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Clone value - Original vs Dynacorn

Discussion in 'General Mustang Discussion' started by Knapper, Aug 11, 2017.

  1. Knapper

    Knapper New Member

    Ok, I don't want to stir a hornets nest and forgive me if this has been addressed. But I am curious on others' thoughts on the value of a "Clone". This is not about the virtue to the clone; I personally like them and would have no problem owning one...aside from affording one.

    I have been casually searching for an 67 390 fastback and have come across several that have been turned into Shelby clones...some of them are beautifully done and I wouldn't hesitate to buy if they weren't going for a king's ransom.

    Here's my question. Is the value of the clone enhanced by the fact the underlying VIN is an S code? To my line of thinking, why wouldn't someone just use a Dynacorn shell or more basic C code as the foundation for their clone? if a clone is well done, but obviously a clone, does it matter if it has a salvage title or state issued VIN? Isn't the S code valuable enough in it's own right to try and keep it original? In my opinion, once you have gone the route of a clone with a car, you have negated any collector value of the underlying VIN...maybe I am off base. Again, I am just newbie to the hobby.

    I find it very frustrating as I search for my dream and Benza wants $25k for what amounts to basically a VIN and a pile of rust. Vanguard wants 6 figures for a well done clone.

    Rant over, but interested in others thought. At this point I may just go the Dynacorn route and effectively build a kit car.
     
  2. Horseplay

    Horseplay Well-Known Member

    From a cost perspective many times a Dynacorn body would be cheaper as a starting point vs. having to do basically a complete metal rebuild of an original car. This is based on if paying others to do the work. If someone just wanted a bad ass fastback I see no reason to worry about originality. The real concern is titling of the vehicle. I would make damn sure I understood the local laws/regulations to the letter before I took step one. If a car is not titled as an original Ford product both desirability and value suffer quite a bit.
     
  3. Knapper

    Knapper New Member

    I guess that makes sense. I never really thought about what the title might say on it.

    For me, if I am driving a Shelby clone, I guess I don't care if the title says "kit" or Ford"...I know it doesn't say "Shelby"...but that's just me. My dad is registering his Cobra kit car next spring. It will be interesting to see what hoops he has jump through here in MN.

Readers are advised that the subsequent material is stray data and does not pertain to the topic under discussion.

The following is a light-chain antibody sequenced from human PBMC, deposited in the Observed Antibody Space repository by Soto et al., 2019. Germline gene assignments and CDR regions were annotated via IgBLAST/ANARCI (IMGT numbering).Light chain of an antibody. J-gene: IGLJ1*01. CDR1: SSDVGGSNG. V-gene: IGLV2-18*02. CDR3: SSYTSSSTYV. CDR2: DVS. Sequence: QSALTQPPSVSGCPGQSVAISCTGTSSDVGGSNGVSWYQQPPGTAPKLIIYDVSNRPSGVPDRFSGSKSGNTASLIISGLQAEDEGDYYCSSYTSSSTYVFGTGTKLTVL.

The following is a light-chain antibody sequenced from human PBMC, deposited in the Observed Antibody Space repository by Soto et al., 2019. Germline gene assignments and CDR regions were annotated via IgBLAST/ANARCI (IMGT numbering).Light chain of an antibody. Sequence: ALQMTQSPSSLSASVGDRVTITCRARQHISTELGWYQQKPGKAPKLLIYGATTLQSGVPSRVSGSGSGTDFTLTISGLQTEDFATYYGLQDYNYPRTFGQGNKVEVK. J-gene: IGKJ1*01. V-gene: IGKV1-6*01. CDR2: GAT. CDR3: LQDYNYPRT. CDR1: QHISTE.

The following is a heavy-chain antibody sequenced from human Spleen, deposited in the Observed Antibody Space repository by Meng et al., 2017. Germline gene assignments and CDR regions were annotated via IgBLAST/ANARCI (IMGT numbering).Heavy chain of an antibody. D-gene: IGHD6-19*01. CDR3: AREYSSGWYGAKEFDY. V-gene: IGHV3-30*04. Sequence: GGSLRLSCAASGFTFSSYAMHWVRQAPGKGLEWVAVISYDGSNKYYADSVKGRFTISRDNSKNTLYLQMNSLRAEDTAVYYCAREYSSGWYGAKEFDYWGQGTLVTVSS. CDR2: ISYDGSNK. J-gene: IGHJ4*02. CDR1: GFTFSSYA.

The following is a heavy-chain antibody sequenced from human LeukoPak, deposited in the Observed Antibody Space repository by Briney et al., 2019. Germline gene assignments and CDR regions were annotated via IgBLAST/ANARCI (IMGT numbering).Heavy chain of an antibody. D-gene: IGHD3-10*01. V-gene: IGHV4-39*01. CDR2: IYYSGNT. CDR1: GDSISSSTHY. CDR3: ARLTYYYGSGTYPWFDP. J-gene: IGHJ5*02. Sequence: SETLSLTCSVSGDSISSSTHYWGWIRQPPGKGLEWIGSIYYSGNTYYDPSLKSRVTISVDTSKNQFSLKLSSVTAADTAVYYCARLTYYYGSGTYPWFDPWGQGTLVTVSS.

I suspect I could build a dynacorn car with more ford parts than some of the "Restored" cars I've seen;)

    Thanks for pointing that out. It certainly something I overlooked!
     
  4. tarafied1

    tarafied1 Well-Known Member

    I think you might be answering your own question simply by trying to find a car. A 67 Mustang no matter what the VIN says, if nicely done will command a hefty price tag. I think Baby Boomers are more likely to pay for the "dream" car and not worry about originality and they want a car they can drive so often will pay more for a "restomod" than an original car. I know there are purists out there that will tell you an original car is worth more than a modified or cloned car but the market says otherwise. Millennials aren't the ones buying classic cars. It's Baby Boomers. They have the disposable income. Most of them don't care what the Marti report says, they want AC, modern handling, power windows and stereo, etc. And they want the look of the car they couldn't have when they were young. So that means a GT clone or Shelby or other well optioned Mustang doesn't matter if it left the factory like that. This isn't saying that a nice original won't bring a good price too but as you pointed out it will have to be an S code or some other well optioned original. C code cars with no AC or deluxe interior and such will not fetch the price of a nicely done clone or restomod.
    I agree with your statement that If I were building a clone or restomod I wouldn't care if it was originally a big block car or had AC or any of that. I also am not afraid of a roof swap car or Dynocorn body as long as the work is good quality and not a hack job. But I also prefer to do the work myself. But I have also had at least one Mustang since I was 15 and have had many 67's including the one I own now for almost 30 years. I have been modifying mine since the day I brought it home and have put up with the criticism of the grumpy purists who out of one side of their face will bash a modified car but then proudly show a car they say is "original" with modifications such as adding styled steel wheels, turn signal hood, console, etc. that did not come on the car.
    You are right in saying that total scrap is bringing crazy prices. Even a "roof" off of a fastback will bring thousands of dollars because people will pay for it. And it all goes back to the baby boomer. A guy can do a roof swap on a coupe, add AC and clone it and sell it to a baby boomer with money and the desire to have a cool car. As long as people keep buying them, they will keep going up in price. In my younger days the 32 Fords and 40 Fords were hot. They still have value but baby boomers want muscle cars and the "street rods" aren't the hot ticket any more. You can still buy a complete 32 Ford Kit Car and they will always be cool but how many do you see at the cruise nights and car show now? So the 67 Mustang will ride the wave. It will always be an iconic car and be valuable but the next generation might drive the price up on SVO's or Terminator Cobras...
     
    stangg likes this.
  5. Boom

    Boom Active Member

    Drive up the price of Terminators, they're already ridiculous.

    You need to ask yourself a few basic questions to help narrow your search.
    1. What body style do I want, coupe, convert, or fastback
    2. How far are you willing to go to get one?
    3. In what condition is your bottom line?
    4. What are you willing to put up with to close the deal?